Elizabeth Warren Hits Big Banks Where It Hurts, New Bill Would Restore Glass-Steagall
The 21st Century Glass Steagall Act would break up big banks by separating traditional retail banking (checking, savings) from riskier banking activities including swaps dealing and private equity and hedge fund activity.
John McCain (R-AZ) and Maria Cantwell (D-WA) joined Warren in introducing the bill today which they say reduces the risk of another financial crisis and decreases risk to the American taxpayer.
“The four biggest banks are now 30% larger than they were just five years ago, and they have continued to engage in dangerous, high-risk practices that could once again put our economy at risk,” she added in a statement today.
Warren is referring to JPMorgan Chase JPM +1.44%, Bank of America BAC +2.33%, Citigroup C +1.71% and Wells Fargo WFC +1.7%. It should be noted that some of the nation’s biggest banks are now bigger because of last minute emergency mergers and acquisitions that took place during the crisis in 2008–some notable deals were encouraged by the government itself.
Senator Warren is doing what many elected her to do in November; take on Wall Street in a post-crisis era. The former Harvard Law School professor and former White House official who served as a special advisor to the Secretary of the Treasury helped create the Consumer Financial Protection Bureau.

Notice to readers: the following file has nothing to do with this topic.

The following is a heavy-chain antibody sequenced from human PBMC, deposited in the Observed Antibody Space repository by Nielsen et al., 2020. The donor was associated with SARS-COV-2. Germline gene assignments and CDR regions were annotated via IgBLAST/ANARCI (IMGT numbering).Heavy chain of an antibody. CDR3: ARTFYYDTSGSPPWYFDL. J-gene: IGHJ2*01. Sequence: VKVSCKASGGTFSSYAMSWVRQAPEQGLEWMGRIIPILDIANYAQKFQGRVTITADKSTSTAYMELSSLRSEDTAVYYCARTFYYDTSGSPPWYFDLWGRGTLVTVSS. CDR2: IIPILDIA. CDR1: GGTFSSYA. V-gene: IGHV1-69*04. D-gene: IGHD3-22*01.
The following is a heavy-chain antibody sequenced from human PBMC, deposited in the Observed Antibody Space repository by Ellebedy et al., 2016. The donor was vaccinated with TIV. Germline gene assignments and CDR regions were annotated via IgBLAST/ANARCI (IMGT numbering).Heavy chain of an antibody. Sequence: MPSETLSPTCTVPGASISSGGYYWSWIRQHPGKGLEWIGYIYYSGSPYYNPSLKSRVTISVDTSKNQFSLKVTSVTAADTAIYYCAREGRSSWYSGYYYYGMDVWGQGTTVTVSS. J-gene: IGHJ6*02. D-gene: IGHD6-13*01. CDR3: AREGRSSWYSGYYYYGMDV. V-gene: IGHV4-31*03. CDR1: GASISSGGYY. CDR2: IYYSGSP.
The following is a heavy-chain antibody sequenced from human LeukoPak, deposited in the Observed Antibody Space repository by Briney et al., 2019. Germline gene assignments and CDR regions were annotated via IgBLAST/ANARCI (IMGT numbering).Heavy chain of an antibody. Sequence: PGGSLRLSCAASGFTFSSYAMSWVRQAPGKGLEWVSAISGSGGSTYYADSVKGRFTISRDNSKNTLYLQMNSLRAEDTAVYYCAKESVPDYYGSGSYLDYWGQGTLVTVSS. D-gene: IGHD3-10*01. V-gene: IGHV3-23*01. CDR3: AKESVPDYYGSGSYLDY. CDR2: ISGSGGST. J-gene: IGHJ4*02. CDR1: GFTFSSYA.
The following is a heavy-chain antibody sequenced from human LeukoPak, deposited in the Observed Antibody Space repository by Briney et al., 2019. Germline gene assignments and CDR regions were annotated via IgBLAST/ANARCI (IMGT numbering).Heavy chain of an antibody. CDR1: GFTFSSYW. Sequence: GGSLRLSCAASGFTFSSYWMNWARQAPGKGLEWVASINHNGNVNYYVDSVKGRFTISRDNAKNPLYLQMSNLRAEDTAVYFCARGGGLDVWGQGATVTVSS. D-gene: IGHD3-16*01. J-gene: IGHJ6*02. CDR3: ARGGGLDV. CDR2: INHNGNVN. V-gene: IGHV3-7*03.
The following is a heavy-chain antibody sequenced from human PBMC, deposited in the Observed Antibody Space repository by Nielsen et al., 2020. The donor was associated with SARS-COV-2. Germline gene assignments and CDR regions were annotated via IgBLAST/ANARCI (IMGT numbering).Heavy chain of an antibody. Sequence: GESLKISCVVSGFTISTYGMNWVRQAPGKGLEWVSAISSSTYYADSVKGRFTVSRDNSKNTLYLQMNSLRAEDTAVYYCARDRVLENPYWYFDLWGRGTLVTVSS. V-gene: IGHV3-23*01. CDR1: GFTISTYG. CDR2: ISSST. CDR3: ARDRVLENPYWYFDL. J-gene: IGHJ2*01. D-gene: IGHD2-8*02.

That’s where she gained many of her adversaries as well as supporters.
It’s no surprise Warren is introducing this bill. She’s already called for a more modern version of Glass-Stegall which separated investment banks from retail banks. The law was repealed in 1999 after Citicorp and Travelers Group announced they were merging.
If passed Warren’s updated version of Glass-Steagall would give banks five years to start splitting up.
Of course, getting enough support to get the bill passed won’t be easy. It’s not the first time a lawmaker has tried to split banks up.
Wall Street argues it needs its banks to remain big in order to remain competitive.
Bank of America CEO Brian Moynihan has spoken against the measure saying universal banking model is the “most important” model there is because it gives consumers access to global information, capital markets, investment advice and basic banking all in one place. “We can’t be competitive if we can’t provide all those services to our consumers,” he said.
JPM’s CEO Jamie Dimon has argued the same. ““There are huge benefits to size. We bank Caterpillar in like 40 countries. We can do a $20 billion bridge loan overnight for a company that’s about to do a major acquisition. Size lets us build a $500 million data center that speeds up transactions and invest billions of dollars in products like ATMs and apps that allow your iPhone to deposit checks. We move $2 trillion a day, and you can see it by account, by company. These aren’t, like, little things. And they accrue to the customer. That’s what capitalism is,” he told New York Magazine last year.
It’s no surprise banks don’t want to be broken up but that’s not going to stop Elizabeth Warren from trying.
Next Article Previous Article